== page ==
It was no occasion of frippery, as Carlisle Bilbo correctly spelled "frippery" in the final round to win the MacIntyre Park Middle School Spelling Bee on December 14, 2018. Pictured: Runner-up Evan Ariail and Champion Carlisle Bilbo out-spelled over 50 other class-level winners and will advance to the Thomasville City Schools District Spelling Bee on February 1, 2019 at 9:00 a.m at the Thomasville City Schools Board of Education.
Thomasville City Scholars Academy middle schoolers in Djuana Rinehart and Dana Rainey's classes won numerous awards in the Daughters of the American Revolution Junior American Citizens Contest: (6th Grade, Group 1) Poster - 1st Ella Kate Carroll, 2nd Nicholas Connell, and 3rd Madelyn Beaty; Stamp - 1st Sage Butler and 2nd Mia Young; Poem: 1st Ciny Martinez and 2nd Laramie Stokes (6th Grade, Group 2) Poster - 1st Avery Long; Poem - 1st Kate von Hellens and 3rd Jenna Collins; Short Story - 2nd Grace Cleveland (7th Grade, Group 1) Poster - 1st Kylie Holt, 2nd Evan Ariail, and 3rd Talmadge Vinson (not pictured); Stamp - 1st Gracie Glaccum, 2nd Janice Dong, 3rd Colin Connery, and HM Brianna June; Short Story - 1st Rowan Garland (7th Grade, Group 2) Stamp - 1st Maggie Richardson (not pictured), 2nd Seth Rome, 3rd Keely Walden, and HM Parker Levitt (8th Grade, Group 1) Poster - 1st Jacob Jordan; Stamp - 1st Gus Novak and 2nd Sarah Grace Young; Poem - 1st Aiden Lee, 2nd Ella Williams, and 3rd Sydney Jones (not pictured); Short Story - 1st Simon Harper (8th Grade, Group 2) Poster - 1st Colin Szwarc; Stamp - 1st Disha Patel, 2nd Ashlyn Donalson, 3rd Macy Taylor, and HM Sophie Wright (not pictured); Poem - 1st Timothy Cordista; and Short Story - 1st Myla Still
Thomasville City Scholars Academy Class of 2019 gathered for the annual tradition called Senior Ornament Night. Students presented creative hand-crafted ornaments that represent themselves and their memories of Thomasville City Schools. After placing their ornaments on the tree, students also shared their predictions about where they see themselves in 10 years.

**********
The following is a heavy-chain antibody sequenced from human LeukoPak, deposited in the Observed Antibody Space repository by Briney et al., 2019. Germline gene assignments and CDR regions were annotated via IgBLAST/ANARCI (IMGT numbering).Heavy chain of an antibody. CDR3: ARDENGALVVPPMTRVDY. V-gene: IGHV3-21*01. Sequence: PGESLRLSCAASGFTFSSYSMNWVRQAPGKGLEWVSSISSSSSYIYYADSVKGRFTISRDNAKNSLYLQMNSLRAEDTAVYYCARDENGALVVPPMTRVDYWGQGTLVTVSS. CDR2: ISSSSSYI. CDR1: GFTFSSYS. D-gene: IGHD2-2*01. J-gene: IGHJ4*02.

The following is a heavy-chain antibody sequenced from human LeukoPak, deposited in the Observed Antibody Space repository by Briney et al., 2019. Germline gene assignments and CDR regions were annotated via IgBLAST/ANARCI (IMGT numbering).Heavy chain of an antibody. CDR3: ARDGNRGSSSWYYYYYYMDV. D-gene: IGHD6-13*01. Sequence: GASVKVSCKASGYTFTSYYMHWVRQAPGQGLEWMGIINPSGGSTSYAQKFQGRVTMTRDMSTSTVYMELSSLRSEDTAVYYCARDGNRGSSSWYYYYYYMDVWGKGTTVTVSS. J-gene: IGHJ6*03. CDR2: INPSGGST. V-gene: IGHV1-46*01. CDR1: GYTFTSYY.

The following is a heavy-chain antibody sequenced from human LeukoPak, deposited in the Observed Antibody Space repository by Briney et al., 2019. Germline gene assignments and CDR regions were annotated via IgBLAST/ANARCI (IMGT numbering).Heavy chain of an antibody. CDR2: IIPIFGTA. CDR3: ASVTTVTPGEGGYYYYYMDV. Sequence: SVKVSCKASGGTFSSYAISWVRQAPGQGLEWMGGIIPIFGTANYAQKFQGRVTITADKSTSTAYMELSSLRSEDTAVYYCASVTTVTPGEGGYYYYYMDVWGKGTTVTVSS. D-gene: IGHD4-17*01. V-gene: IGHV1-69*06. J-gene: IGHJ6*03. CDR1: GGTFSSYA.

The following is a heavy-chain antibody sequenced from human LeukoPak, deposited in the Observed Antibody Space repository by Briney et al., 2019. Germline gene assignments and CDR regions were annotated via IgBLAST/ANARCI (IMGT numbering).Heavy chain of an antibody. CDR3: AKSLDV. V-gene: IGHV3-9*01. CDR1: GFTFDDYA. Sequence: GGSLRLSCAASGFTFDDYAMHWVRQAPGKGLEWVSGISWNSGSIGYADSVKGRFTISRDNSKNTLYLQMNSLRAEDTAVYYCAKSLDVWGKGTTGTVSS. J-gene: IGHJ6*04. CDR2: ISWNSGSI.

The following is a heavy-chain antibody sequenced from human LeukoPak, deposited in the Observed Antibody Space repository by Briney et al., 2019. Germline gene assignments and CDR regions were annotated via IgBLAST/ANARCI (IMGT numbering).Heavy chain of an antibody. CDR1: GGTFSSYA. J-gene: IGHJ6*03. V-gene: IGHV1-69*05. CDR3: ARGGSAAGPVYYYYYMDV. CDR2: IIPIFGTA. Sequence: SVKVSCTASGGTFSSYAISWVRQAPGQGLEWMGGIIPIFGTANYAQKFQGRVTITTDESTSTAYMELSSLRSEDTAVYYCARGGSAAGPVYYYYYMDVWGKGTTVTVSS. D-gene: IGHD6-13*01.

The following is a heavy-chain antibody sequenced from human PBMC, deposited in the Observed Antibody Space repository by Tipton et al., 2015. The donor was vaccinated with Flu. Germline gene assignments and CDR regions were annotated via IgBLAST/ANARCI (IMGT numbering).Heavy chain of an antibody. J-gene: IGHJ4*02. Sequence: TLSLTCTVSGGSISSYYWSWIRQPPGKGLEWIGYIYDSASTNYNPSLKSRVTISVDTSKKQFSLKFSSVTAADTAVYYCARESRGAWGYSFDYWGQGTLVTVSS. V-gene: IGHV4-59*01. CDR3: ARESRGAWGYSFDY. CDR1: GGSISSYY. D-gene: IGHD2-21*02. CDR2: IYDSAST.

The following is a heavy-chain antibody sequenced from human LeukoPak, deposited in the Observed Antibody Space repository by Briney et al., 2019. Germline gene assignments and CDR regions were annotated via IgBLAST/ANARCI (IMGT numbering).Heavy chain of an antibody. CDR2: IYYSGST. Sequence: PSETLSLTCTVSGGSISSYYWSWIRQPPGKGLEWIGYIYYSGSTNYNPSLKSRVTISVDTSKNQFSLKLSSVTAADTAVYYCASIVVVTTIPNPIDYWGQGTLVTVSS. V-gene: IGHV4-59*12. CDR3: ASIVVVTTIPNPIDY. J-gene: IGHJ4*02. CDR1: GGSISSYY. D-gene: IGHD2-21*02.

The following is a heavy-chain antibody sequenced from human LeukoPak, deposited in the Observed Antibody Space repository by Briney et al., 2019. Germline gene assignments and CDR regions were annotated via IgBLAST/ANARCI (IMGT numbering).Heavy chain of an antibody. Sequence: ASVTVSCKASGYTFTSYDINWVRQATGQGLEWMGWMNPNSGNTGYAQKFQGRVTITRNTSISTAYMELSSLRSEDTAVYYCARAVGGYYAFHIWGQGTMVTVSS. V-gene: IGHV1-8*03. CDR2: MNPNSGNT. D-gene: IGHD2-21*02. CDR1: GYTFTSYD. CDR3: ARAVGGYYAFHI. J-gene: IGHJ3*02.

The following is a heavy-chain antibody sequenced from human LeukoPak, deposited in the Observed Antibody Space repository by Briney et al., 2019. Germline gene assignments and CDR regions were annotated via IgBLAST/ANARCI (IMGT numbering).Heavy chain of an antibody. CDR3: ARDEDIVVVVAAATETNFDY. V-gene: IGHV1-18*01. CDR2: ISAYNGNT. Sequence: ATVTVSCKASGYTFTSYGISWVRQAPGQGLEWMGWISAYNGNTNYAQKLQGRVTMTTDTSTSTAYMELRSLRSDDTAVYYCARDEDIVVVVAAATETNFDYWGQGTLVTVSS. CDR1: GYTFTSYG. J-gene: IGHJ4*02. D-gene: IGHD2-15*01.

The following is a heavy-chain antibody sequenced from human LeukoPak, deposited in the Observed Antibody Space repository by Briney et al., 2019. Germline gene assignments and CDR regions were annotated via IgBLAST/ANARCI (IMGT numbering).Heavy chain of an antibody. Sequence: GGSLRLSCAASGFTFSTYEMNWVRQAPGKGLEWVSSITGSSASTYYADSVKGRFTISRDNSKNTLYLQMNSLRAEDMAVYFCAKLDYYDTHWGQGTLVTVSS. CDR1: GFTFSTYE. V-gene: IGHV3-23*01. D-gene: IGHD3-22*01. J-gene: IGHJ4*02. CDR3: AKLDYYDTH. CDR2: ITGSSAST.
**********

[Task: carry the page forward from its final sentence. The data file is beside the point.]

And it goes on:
by Kianna Ross
Thomasville High School and Scholars Academy students receive training in technology through Computer Science Principles, a course that introduces the foundations of computer science with a focus on how computing powers the world.
Along with the fundamentals of computing, students learn to analyze data, create technology that has a practical impact, and gain a broader understanding of how computer science impacts people and society. Computer applications classes have been taught on campus for many years, but those classes focused on typing skills and being able to use basic computer applications.
Students can now dive into more explicit and deeper study of computer science with Patricia Beach, a newcomer to the Thomasville City Schools staff.
“The thing that I enjoy most about teaching this course is that I really like to watch the students acquire knowledge and learn how to create ideas,” said Beach.
Sophomore Jackson Coppedge compared his previous computer science courses from the course that he is taking now.
“Other classes that I have taken have not gone into full detail as to what is going on inside the computer compared to my current computer class,” said Coppedge.
Sophomore Mauri Leroux explained why she enjoys the course.
“I enjoy the course because it’s easy to understand the concepts of the lessons,” said Leroux.
Beach explained that the students learn about the hardware, the history of computers, and then they learn programming.
“The course is also built on seven big ideas: creativity, data and information, algorithms, programming, abstraction, the internet, and the impact of data on the world,” said Beach.
“I’ve learned, so far, how to code things. I also want to get better at coding because I am still at the beginner level,” said Bella Pozo.
“I have learned the binary number system, how different circuits use the number binary system, and how computers get access to RAM,” said Coppedge.
Beach explained that there is not a career that doesn’t consist of some type of computer science skill.
“I really challenge my students to think of any career where you couldn’t use any computer science skills. Farmers, artists, fishermen, hunters, and land managers all interact with computers in some way,” said Beach.
Coppedge plans to invent his own computer one day in the future.
“I am fascinated about how computers work and hope that one day I can invent a special type of computer that can benefit people more than computers do today,” said Coppedge.
Beach encourages students to join her class because of its promising enjoyment.
“Come take my class. I teach a full range of classes, through middle school and high school, so it doesn’t matter what grade you’re in. You’re welcome!” said Beach.